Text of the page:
The inside of Nice Matin is like a bright carnival ground with three central pillars decorated with lights, wide spaces between tables, and colorful art on the walls. Above the doorway, there is an arrangement of baskets and fruit with handwritten signs and prices in euros, emulating European markets. At any hour of the day or evening, the restaurant is filled with people both from the surrounding neighborhood as well as from the Lucerne, the connecting hotel.The chef and owner of Nice Matin is Andy D'Amico, who has since gone on to develop other restaurants around the city, including 5 Napkin Burger. After attending the Culinary Institute of America, Andy worked at Parker House in Boston and at the Sign of the Dove on the Upper East Side, where he was promoted to head chef. In 2003, he partnered with Simon Oren to open Nice Matin, a venture that earned him the title of "Best Chef 2003" from New York Magazine.I met with Danny, the General Manager, who shared their elaborate cocktail list that had classics with a twist. He brought out a San Tropez, Nice Matin's take on the mojito. It had summery passion fruit foam that complemented the mint and dark rum. The restaurant has seasonal cocktails, such as hot toddies in the winter and Campari cocktails in the spring. My favorite time to dine at Nice Matin, however, is on a warm weekend morning when their elaborate brunch menu is offered, and I can sit outside.
Sojourn calls itself the Upper East Side’s “sexiest restaurant,” and it is hard to argue: the color scheme, in coppers browns and reds, gives the restaurant a warm, intimate feeling. The name, which means “a temporary stay,” hints at the fact that visitors can expect a full dining experience. Olivia, a member of the Manhattan Sideways team, was excited to return to Sojourn. She and her family had discovered the restaurant, tucked behind a residential-looking doorway, right before Thanksgiving and had visited two more times by the New Year. Along with the friendly staff, warm ambience, and delectable, seasonal food, what makes Sojourn stand out is its approach to courses: all menu items can be ordered as sharable tapas, with just the right number for the table. For example, when Olivia went with a group of seven family members and ordered the chorizo croquettes, the waiter said he would bring out two orders at three to a plate...plus one extra. Using this innovative way of ordering, each party can essentially create their own tasting menu. As for beverages, the cocktail menu is sophisticated and diverse. The restaurant not only has a large selection of wine, but also keeps some of their grapes in barrels rather than bottles, a more environmentally friendly method of storing and serving it. Among the many menu items that Olivia’s family tasted were the zesty arugula salad, crispy fish tacos, and Kobe beef sliders. Despite being thoroughly full, they made sure to have enough room for the warm, fluffy churros served with Mexican chocolate dipping sauce. We spoke to Johnny Musovic, who owns Sojourn with his father, Sami. They originally opened a Mexican restaurant called Santa Fe in the same location, but discovered that the neighborhood did not have a strong need for casual Mexican food. Instead, the father and son duo reopened with a higher-end concept which has been wholly embraced. Johnny proudly told me that his father is no newcomer to the restaurant world, having been the Head Maitre D’ at Sparks Steakhouse and Mr. Chow’s. He also has two other restaurants nearby. As for Johnny himself, he told me “In this industry, you can’t be afraid to get your hands dirty,” referencing his time spent as everything from dishwasher to delivery boy to co-owner. He is clearly very proud of Sojourn for a variety of reasons, beginning with the food. “Most chefs are into fresh, local ingredients, but these chefs really are.” He is also happy to have cultivated a chic, relaxing space, which includes live music on Monday and Tuesday evenings. Though he proclaims that the Upper East Side is his favorite part of the city, Johnny’s dream is to open up a Sojourn in Midtown one day. Until then, his goal is to integrate his bar crowd and his dining crowd. One night, he held a two hour open bar as his way of “giving back” to the neighborhood. Along with drinks, he offered his customers a series of hors d’oeuvres. He was surprised by how many of his bar regulars approached him and said, “I didn’t realize you had such great food!”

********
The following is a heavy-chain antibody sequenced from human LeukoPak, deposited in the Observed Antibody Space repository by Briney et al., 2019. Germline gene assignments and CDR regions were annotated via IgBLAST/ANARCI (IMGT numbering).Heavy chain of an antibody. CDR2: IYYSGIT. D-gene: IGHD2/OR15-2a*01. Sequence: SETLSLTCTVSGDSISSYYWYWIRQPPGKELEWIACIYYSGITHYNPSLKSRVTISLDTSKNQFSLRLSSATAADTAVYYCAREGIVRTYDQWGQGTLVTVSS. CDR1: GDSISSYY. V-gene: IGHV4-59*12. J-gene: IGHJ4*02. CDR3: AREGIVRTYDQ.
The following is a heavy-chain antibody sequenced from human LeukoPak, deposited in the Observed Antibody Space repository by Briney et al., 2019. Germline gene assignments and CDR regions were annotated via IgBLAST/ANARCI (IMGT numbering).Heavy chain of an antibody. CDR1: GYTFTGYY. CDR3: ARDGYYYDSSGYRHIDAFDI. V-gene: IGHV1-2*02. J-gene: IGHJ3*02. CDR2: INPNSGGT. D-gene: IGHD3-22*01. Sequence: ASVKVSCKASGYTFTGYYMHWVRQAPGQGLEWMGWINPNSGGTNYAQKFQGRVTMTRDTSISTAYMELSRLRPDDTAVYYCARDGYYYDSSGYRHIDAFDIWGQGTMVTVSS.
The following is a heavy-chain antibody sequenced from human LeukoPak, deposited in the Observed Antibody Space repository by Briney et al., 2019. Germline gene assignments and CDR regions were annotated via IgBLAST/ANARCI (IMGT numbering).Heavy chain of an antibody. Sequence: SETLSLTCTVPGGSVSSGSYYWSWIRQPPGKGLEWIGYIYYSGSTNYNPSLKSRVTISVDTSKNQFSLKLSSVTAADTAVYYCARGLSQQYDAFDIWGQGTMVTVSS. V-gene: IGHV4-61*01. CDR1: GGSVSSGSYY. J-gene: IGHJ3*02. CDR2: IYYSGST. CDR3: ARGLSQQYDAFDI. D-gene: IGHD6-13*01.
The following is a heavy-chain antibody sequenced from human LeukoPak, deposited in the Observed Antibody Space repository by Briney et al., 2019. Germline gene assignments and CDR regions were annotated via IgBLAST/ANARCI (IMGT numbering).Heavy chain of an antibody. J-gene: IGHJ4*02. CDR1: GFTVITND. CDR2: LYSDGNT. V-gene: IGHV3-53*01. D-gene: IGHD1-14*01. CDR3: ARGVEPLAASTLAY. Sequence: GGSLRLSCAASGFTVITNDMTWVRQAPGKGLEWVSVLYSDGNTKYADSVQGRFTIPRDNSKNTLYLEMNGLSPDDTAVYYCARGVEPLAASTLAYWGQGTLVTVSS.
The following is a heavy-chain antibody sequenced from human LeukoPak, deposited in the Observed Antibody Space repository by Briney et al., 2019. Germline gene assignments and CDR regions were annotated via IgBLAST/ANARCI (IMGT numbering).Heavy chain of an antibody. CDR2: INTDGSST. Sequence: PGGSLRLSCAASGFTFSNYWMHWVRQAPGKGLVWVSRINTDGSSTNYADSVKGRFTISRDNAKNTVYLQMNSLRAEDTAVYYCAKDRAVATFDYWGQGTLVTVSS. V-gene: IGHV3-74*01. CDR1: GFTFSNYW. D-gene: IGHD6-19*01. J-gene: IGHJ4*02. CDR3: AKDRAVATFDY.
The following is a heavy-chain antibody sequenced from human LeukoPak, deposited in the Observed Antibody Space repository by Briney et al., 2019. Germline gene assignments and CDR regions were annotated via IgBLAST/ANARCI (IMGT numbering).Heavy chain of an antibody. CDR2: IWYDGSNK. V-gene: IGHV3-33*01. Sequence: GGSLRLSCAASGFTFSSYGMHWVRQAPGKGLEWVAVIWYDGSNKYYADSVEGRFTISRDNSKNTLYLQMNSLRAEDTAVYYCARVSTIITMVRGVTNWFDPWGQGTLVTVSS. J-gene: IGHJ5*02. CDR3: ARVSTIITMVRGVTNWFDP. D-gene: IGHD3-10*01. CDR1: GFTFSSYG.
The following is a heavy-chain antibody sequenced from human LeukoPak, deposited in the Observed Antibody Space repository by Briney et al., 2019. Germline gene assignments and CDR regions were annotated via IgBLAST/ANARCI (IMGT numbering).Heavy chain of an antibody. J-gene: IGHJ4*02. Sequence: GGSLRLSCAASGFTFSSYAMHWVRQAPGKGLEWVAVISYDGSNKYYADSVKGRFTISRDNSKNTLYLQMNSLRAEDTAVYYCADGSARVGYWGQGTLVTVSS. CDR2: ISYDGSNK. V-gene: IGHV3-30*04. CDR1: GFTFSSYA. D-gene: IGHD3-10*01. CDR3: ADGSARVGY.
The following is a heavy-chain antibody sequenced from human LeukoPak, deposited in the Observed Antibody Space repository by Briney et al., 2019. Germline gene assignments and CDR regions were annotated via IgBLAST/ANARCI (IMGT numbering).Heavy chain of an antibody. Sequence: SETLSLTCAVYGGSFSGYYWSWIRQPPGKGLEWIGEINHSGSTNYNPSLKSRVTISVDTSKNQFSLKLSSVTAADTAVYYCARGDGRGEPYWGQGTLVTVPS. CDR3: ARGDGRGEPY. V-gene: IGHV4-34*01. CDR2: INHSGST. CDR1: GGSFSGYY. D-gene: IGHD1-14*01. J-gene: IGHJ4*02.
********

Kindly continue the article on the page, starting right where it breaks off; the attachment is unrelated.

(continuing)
Shaaray Tefila has a very special place in my heart. For well over twenty years, beginning in the early 1970's, this was a home away from home for my grandparents. Reaching 79th Street and having the opportunity to write about this synagogue has brought tears to my eyes again and again. Rabbi Tattelbaum played an important role not only in my grandparent's lives, but in mine as well, when I was a young, impressionable teenager.It was Chip Schrager, the Communications Coordinator for the temple in 2015, who kindly guided the Manhattan Sideways team through the space, beginning with the main sanctuary. The room is expansive, seating 400 people downstairs and 200 in the balcony, and Chip was proud to say that it was filled to the rafters during the recent Hanukkah services.Something that I did not know was that the building used to be a movie theater until the temple took over in 1958. The old projector room is now used as an office for the parenting programs. Founded in 1845 as a strict Orthodox temple, Shaaray Tefila has shifted locations throughout the city, becoming Reform along the way. Stepping into the chapel, where smaller services are held, I saw bold stained glass ornaments on one side of the room with the names and symbols of characters from Jewish lore. In the meeting room nearby, well-polished Judaic pieces, along with artifacts dating back to the temple's founding were displayed. In addition, we took note of photographs of the old temple on West 82nd Street, the Seal of the Congregation, and even the trowel that the rabbi used to lay the cornerstone of the Temple. Leaving the room, Chip gestured to photographs of six men who were senior rabbis at Temple Shaaray Tefila.The temple has a strong children's program, including a nursery school, kindergarten, and religious school that extends through high school. We appreciated getting to observe the room used for art class. A giant paint pallet decorated the wall and colorful supplies lined the room. We then ventured up to the roof where the playground is located, surrounded by a fence that still allowed for a beautiful view of the winter sunset. It was here that Chip continued to speak of the various programs offered to every age group, including senior citizens. This is what my grandparents took advantage of so many years ago, and it warmed my heart to know that people are still participating in the various classes that Shaaray Tefila has to offer. As Chip beautifully stated, "Whatever your Jewish journey is, we want to be a part of it."